Influenza vaccines may be reformulated annually because of antigenic drift in influenza viruses. However, the relationship between antigenic characteristics of circulating viruses and vaccine effectiveness (VE) is not well understood. We conducted an assessment of the effectiveness of US influenza vaccines during the 2010-2011 season.
We performed a case-control study comparing vaccination histories between subjects with acute respiratory illness with positive real-time reverse transcription polymerase chain reaction for influenza and influenza test-negative controls. Subjects with acute respiratory illness of ≤7 days duration were enrolled in hospitals, emergency departments, or outpatient clinics in communities in 4 states. History of immunization with the 2010-2011 vaccine was ascertained from vaccine registries or medical records. Vaccine effectiveness was estimated in logistic regression models adjusted for study community, age, race, insurance status, enrollment site, and presence of a high-risk medical condition.
A total of 1040 influenza-positive cases and 3717 influenza-negative controls were included from the influenza season, including 373 cases of influenza A(H1N1), 334 cases of influenza A(H3N2), and 333 cases of influenza B. Overall adjusted VE was 60% (95% confidence interval [CI], 53%-66%). Age-specific VE estimates ranged from 69% (95% CI, 56%-77%) in children aged 6 months-8 years to 38% (95% CI, -16% to 67%) in adults aged ≥65 years.
The US 2010-2011 influenza vaccines were moderately effective in preventing medically attended influenza during a season when all 3 vaccine strains were antigenically similar to circulating viruses. Continued monitoring of influenza vaccines in all age groups is important, particularly as new vaccines are introduced.
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"During a regular influenza season, about 90% of the excess deaths occur in people aged over 65. Furthermore, poor immune responses account for diminished efficacy of vaccines [82,85] . Immune senescence also results in reactivation of latent viruses, such as varicella-zoster virus, causing shingles and chronic neuralgia. "
[Show abstract][Hide abstract]ABSTRACT: This article reviews the development of the immune response through neonatal, infant and adult life, including pregnancy, ending with the decline in old age. A picture emerges of a child born with an immature, innate and adaptive immune system, which matures and acquires memory as he or she grows. It then goes into decline in old age. These changes are considered alongside the risks of different types of infection, autoimmune disease and malignancy.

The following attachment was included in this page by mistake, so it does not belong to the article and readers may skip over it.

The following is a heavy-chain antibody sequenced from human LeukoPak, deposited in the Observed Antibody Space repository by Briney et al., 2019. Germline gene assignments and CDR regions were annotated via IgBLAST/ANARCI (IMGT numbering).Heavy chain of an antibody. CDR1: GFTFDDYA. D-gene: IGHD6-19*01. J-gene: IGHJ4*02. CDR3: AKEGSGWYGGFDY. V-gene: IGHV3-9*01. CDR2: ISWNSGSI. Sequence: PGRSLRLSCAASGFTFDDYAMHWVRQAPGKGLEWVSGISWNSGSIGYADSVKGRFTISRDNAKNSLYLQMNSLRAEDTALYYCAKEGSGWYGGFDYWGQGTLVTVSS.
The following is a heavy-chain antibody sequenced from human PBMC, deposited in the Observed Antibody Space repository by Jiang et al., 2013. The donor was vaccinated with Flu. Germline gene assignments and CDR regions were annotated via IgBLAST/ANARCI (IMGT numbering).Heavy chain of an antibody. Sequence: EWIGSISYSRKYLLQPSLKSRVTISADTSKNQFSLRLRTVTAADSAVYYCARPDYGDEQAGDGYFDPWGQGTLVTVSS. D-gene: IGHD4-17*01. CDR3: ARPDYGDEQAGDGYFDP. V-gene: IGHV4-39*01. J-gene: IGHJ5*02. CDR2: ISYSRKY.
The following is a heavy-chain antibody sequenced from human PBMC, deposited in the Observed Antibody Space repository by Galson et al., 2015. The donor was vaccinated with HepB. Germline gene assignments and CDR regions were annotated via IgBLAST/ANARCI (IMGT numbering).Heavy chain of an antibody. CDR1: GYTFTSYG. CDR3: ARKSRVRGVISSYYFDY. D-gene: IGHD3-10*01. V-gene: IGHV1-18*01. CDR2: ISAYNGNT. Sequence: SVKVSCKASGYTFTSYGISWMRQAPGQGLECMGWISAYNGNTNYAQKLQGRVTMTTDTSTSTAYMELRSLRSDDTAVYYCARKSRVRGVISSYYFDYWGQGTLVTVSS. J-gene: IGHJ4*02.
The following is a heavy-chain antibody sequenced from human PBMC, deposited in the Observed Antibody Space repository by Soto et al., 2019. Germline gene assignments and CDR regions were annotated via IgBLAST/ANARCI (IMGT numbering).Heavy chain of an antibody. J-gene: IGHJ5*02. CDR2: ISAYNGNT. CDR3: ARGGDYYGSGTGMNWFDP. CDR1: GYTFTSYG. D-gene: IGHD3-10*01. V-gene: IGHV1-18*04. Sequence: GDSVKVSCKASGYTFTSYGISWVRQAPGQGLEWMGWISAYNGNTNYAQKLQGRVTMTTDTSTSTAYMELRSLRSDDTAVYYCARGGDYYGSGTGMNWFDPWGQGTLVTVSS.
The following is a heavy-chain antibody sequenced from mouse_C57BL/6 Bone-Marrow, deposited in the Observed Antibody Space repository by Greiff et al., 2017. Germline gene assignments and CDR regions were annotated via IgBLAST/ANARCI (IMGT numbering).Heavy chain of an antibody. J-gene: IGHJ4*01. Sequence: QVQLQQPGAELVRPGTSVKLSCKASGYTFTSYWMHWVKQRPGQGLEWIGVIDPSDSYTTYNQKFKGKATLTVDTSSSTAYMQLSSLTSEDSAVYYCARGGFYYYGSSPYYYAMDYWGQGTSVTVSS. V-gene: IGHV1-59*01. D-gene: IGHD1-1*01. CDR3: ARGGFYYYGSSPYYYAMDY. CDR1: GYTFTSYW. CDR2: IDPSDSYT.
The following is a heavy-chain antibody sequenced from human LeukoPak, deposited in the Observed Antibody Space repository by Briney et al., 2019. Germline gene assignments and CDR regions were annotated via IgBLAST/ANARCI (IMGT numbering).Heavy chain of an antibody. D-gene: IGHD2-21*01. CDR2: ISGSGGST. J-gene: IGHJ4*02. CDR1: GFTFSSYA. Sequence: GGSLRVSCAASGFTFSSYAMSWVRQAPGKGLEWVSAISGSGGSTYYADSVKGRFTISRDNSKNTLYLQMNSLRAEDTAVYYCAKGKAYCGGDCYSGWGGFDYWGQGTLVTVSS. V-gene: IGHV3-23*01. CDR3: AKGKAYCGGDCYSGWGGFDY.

Full-text · Article · Dec 2015 · Proceedings of the Royal Society B: Biological Sciences
"We used estimates that from subjects of a broad age range (e.g. 6 months or older or 18–48 yrs.) or were restricted to one of our age groups (e.g. ≥65 yrs.)              (Table 1). Up to 2010/11 we mostly used the same estimates Kostova et al.  for their analysis of cases and hospitalizations averted by influenza vaccination; however, we excluded one unpublished study (see reference 11 in ) and one study that included non-North American populations , added one study that had been published since  as well as three studies estimating VE for the three recent influenza seasons (2011/12, 2012/13 and 2013/14, respectively)   . "
"Current inactivated trivalent influenza vaccine (TIV) strategies rely on the induction of an antibody-mediated immune response specific for the antigenically varying hemagglutinin (HA) surface antigen. TIV have only moderate efficacy or effectiveness   and is particularly impeded when the circulating strain has drifted significantly from the vaccine strain. A recent meta-analysis of TIV studies found that anti-HA antibodies are only partial correlates of protection in the general population and poor correlates of protection in the elderly . "
[Show abstract][Hide abstract]ABSTRACT: Background
FP-01.1 is a novel synthetic influenza A vaccine consisting of six fluorocarbon-modified 35-mer peptides that encapsulate multiple CD4+ and CD8+ T-cell epitopes and is designed to induce an immune response across a broad population.
FP-01.1 was evaluated for safety and immunogenicity in a randomised, double-blind, placebo-controlled, dose-escalation, phase I clinical study in healthy adult volunteers (n = 49). IFNγ ELISpot assays and multicolour flow cytometry were used to characterise the immune response.
FP-01.1 was safe and well tolerated at all doses tested with a similar adverse event profile in actively vaccinated subjects compared with controls. Maximum immunogenicity was in the 150 μg/peptide dose group where a robust response (243 spots/million PBMC) was demonstrated in 75% subjects compared with 0% in placebo controls. All six peptides were immunogenic. FP-01.1 induced dual CD4+ and CD8+ T cell responses and vaccine-specific T cells cross-recognise divergent influenza strains.
This first-in-human study showed that FP-01.1 has an acceptable safety and tolerability profile and generated robust anti-viral T cell responses in a high proportion of subjects tested. The results support the further clinical testing of FP-01.1 prior to clinical, proof-of-concept, live viral challenge studies.